The Coen case
In front of the Westfries Museum in Hoorn, Netherlands, is a 19th century statue of Jan Pieterszoon Coen (1587-1629), former Governor General of the Dutch East India Company and ‘founder’ of Batavia (now Jakarta, Indonesia). In 2011 a group of citizens initiated a movement to have the monument removed, on the grounds that Coen, as a brutal colonial administrator, who tried to establish a monopoly in the spice trade in the East Indies, did not deserve a statue.
The Museum specializes in the Dutch ‘Golden Age’, and was thus well placed to join the fray – but not on behalf of one side or the other. Its chosen role was that of motivator and facilitator, helping people to make their own judgements by presenting historical facts and the full range of detail and context of Coen’s activities. It published new accessible material on the subject, established a special website, and a guided tour of the relevant objects in the museum. Above all, it mounted an exhibition in the form of a trial, asking the visitor, as a member of a proposed jury, whether or not Coen was worthy of commemoration in a statue. The statue is still there!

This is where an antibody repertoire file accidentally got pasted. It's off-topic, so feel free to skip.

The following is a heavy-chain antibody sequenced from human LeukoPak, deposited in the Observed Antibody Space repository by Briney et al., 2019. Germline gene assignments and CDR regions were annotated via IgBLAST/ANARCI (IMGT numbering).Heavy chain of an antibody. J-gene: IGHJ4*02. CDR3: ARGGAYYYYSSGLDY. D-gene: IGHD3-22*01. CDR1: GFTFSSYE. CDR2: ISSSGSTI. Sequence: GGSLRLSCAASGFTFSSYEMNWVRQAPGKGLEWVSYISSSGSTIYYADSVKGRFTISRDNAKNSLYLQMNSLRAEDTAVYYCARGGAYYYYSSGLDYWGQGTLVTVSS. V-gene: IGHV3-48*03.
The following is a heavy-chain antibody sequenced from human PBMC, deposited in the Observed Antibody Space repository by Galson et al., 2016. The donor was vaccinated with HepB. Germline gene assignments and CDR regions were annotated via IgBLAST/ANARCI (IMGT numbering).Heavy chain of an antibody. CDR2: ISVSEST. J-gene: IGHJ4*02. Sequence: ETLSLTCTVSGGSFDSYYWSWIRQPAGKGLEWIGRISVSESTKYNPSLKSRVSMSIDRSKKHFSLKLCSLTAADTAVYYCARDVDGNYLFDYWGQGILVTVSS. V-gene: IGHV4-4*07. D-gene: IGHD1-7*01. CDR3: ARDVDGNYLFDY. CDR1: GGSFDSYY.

“The Jury very much appreciated the Museum’s quick response in a heated public debate on the statue of a controversial historical figure. They were especially struck by the wider European significance of this well-executed, multi-layered and creative project, which serves as an excellent model for discussing Europe’s complex and sometimes painful history and heritage in an open and frank debate, without oversimplifying and without taking sides.”